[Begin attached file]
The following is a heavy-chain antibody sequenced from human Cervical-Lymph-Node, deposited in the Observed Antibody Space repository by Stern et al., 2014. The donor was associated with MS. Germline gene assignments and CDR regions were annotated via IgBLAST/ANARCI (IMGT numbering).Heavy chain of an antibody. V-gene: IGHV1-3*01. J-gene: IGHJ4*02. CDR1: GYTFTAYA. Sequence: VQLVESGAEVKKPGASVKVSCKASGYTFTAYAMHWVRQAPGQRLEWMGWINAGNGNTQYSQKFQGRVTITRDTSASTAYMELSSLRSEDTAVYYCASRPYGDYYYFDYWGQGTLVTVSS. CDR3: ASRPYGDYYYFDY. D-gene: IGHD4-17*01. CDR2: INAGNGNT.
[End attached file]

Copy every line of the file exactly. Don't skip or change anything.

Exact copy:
The following is a heavy-chain antibody sequenced from human Cervical-Lymph-Node, deposited in the Observed Antibody Space repository by Stern et al., 2014. The donor was associated with MS. Germline gene assignments and CDR regions were annotated via IgBLAST/ANARCI (IMGT numbering).Heavy chain of an antibody. V-gene: IGHV1-3*01. J-gene: IGHJ4*02. CDR1: GYTFTAYA. Sequence: VQLVESGAEVKKPGASVKVSCKASGYTFTAYAMHWVRQAPGQRLEWMGWINAGNGNTQYSQKFQGRVTITRDTSASTAYMELSSLRSEDTAVYYCASRPYGDYYYFDYWGQGTLVTVSS. CDR3: ASRPYGDYYYFDY. D-gene: IGHD4-17*01. CDR2: INAGNGNT.